Cyprus: the Pope’s visit in the Holy Land

Giacomo Pizzi17 May 2010

Pope Benedict XVI will visit Cyprus from the 4th to the 6th of June

In 1219 the boat carrying Francis of Assisi towards Damietta (Egypt) reached the coast of the island of Cyprus, that the Pope will soon visit. Legend has is that he left two friars on the island of Cyprus. In a country with an overwhelming Orthodox majority the ecumenical nature of the Pope’s visit will be one of its most eagerly anticipated aspects. The Pope was invited by President Dimitri Christofias and by the Orthodox Archbishop of Cyprus, Chryosostomos II to visit the Holy Land of Cyprus.

Today the Catholic minority in Cyprus consists of ten thousand believers from the Maronite Church and about thirty thousand Latin faithful. Of these, only a thousand are native Cypriots; the remainder is made up of foreigners who have moved to Cyprus. Some are European while many are temporary immigrant workers, notably from the Philippines, Sri Lanka and India but also from Cameroon, Nigeria, Bangladesh and Pakistan.

Latins in Cyprus are under the pastoral authority of the Latin patriarch in Jerusalem. His Vicar here is a Friar Minor, Father Umberto Barato, who is also commissioned by the Papal Nuncio who resides in Jerusalem.

Franciscans, who also perform a secular role in Cyprus, are responsible for three of the four Latin parishes on the island (Nicosia, Larnaca and Limassol) which are preparing for the Pope’s visit to the Holy Land of Cyprus in various ways. Prayer is the most important of these ways to prepare to the visit of the Pope to the Holy Land of Cyprus: at the end of every Eucharistic ceremony and during the daily hour of Eucharistic worship a prayer is made for the Pope. Organisational efforts are also being made for the visit of the Pope to the Holy Land of Cyprus. A central committee which coordinates ten delegations has also been set up to prepare for the Pope’s visit to the Holy Land of Cyprus.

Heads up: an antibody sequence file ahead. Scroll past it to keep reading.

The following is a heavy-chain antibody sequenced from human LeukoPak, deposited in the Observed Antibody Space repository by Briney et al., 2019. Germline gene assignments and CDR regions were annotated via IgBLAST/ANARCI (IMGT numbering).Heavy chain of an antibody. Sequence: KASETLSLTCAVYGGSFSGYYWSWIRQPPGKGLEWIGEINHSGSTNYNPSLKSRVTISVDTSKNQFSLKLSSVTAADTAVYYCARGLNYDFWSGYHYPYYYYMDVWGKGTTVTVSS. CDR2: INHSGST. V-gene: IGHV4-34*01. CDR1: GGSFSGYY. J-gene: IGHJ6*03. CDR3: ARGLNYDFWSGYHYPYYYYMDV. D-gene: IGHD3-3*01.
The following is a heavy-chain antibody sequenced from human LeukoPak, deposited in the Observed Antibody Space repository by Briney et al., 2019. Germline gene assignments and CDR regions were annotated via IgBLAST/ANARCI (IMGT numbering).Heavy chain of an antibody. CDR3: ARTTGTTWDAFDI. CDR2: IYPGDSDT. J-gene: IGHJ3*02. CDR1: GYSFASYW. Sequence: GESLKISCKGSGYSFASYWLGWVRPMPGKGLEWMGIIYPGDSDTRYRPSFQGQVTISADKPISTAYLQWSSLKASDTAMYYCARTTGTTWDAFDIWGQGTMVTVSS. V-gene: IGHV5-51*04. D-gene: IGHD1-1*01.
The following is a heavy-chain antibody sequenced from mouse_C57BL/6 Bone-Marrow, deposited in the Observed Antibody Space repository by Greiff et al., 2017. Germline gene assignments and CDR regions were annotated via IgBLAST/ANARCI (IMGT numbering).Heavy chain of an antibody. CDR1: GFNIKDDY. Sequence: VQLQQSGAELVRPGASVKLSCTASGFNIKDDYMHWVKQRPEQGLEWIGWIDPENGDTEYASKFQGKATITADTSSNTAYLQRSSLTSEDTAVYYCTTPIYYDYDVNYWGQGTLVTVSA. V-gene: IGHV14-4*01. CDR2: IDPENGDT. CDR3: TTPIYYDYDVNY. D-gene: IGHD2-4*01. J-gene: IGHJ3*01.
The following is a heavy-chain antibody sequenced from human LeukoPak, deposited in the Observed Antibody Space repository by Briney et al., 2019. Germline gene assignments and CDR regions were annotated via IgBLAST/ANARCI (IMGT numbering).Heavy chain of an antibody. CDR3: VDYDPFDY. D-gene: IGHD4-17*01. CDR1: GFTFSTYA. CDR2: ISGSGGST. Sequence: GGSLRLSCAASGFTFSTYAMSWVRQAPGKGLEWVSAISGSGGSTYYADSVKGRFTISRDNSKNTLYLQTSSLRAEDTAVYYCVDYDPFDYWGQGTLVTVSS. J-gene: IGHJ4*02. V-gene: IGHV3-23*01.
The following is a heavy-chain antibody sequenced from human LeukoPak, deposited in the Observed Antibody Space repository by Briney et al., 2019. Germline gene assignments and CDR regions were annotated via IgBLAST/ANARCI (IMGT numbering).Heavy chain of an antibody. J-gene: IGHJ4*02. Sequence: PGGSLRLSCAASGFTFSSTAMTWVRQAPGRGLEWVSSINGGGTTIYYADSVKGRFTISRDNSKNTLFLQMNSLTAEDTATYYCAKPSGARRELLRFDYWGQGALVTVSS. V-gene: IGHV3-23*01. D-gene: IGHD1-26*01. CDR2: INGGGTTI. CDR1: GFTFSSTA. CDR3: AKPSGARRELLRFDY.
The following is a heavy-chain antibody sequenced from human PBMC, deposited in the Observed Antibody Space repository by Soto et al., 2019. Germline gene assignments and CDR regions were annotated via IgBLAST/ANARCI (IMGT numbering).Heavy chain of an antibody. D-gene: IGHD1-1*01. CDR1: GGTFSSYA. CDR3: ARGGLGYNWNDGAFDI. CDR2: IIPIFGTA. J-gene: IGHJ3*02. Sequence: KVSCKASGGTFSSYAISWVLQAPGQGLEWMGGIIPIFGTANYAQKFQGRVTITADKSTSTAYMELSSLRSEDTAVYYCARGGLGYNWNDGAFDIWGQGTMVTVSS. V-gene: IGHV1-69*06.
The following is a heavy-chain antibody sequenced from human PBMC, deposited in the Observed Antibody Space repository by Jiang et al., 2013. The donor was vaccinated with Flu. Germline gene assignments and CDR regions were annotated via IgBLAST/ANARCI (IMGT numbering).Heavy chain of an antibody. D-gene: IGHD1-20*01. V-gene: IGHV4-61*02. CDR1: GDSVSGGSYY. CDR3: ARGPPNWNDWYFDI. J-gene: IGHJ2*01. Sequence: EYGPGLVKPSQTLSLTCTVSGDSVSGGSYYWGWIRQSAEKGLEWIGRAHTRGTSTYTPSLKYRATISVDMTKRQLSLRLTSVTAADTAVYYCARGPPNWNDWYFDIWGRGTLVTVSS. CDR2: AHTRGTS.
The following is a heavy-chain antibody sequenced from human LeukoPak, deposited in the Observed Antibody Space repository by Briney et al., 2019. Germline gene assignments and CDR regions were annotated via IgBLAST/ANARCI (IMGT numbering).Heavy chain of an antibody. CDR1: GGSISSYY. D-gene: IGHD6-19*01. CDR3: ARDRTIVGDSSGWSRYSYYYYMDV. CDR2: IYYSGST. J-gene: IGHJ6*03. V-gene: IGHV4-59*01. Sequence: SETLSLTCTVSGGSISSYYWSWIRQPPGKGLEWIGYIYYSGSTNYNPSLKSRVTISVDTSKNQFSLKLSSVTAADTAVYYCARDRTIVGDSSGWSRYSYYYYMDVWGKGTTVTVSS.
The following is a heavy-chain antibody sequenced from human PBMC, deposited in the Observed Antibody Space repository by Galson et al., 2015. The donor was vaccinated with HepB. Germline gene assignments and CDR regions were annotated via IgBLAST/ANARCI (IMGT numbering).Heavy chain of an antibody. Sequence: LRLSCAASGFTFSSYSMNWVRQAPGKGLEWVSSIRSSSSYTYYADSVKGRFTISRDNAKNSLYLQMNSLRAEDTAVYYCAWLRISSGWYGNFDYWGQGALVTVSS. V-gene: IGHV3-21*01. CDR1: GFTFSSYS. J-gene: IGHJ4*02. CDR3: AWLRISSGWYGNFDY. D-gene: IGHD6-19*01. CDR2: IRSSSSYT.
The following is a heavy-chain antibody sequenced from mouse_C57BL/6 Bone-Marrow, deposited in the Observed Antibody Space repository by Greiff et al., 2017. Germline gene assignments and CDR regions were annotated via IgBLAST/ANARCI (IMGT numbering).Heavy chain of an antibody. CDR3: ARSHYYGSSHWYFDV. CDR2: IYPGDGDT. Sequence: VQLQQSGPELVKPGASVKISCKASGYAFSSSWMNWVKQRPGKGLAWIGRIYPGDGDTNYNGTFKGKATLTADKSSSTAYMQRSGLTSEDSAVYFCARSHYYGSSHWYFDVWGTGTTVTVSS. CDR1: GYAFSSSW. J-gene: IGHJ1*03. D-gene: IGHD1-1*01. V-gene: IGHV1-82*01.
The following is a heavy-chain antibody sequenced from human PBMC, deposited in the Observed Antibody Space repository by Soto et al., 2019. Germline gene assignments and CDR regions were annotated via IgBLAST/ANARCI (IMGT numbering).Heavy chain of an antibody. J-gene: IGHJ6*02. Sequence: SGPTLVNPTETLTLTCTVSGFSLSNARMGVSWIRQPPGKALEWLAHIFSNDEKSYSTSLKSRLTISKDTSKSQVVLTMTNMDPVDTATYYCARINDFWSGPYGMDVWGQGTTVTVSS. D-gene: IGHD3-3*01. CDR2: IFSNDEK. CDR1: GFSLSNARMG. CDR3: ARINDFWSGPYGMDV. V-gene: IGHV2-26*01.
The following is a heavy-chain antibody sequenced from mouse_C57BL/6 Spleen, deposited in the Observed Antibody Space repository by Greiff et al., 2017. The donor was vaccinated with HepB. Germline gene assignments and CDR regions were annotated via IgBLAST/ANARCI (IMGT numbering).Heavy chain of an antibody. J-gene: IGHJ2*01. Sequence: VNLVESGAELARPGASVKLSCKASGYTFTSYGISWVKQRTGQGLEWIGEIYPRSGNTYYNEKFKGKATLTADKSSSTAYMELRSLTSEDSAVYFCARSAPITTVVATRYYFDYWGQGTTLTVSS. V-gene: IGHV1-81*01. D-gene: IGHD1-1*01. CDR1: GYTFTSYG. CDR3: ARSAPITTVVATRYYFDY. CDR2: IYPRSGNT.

“I feel the need to give our faithful accurate information about the figure of the Pope within the Catholic Church”, explains Father Barato, “the theological implications of his ministry and also the differences that exist between our Church and the Orthodox Church regarding his role”.

It must not be forgotten that Benedict XVI, the first Pope to ever come to the island of Cyprus, which is Holy Land to the Christians, is visiting a country divided in two by an invisible but very real wall which separates the Republic of Cyprus (which since the 1st of May 2004 has been part of the European Union) from the northern zone of the island of Cyprus which has been in the hands of Turkey since the military intervention of 1974.

The age-old and difficult Cypriot problem has affected the immense Christian cultural patrimony in the occupied northern zone of Cyprus with hundreds of churches desecrated or destroyed.

But Cyprus was also the land of the Apostles, which makes it Holy Land to the Christians. Paul came here on his first missionary expedition accompanied by Barnaba, a native of the island of Cyprus. The two men landed at Salamina and, after crossing the island of Cyprus, reached Paphos. The latter city, along with the capital Nicosia, will be the two stops on Pope Benedict’s tour in the footsteps of Paul on the Holy Land of Cyprus.

In addition to their great pastoral commitment and responsibility for the preparation of the sacraments, the Franciscan friars of the Custody of the Holy Land are particularly active in providing a Christian education to young people in schools as well as professional training for immigrants and social care for the poorest people and the elderly. Various activities are organised in collaboration with the Franciscan Nuns of the Sacred Heart.

Input by Stefania Sboarina – Franciscan Media Center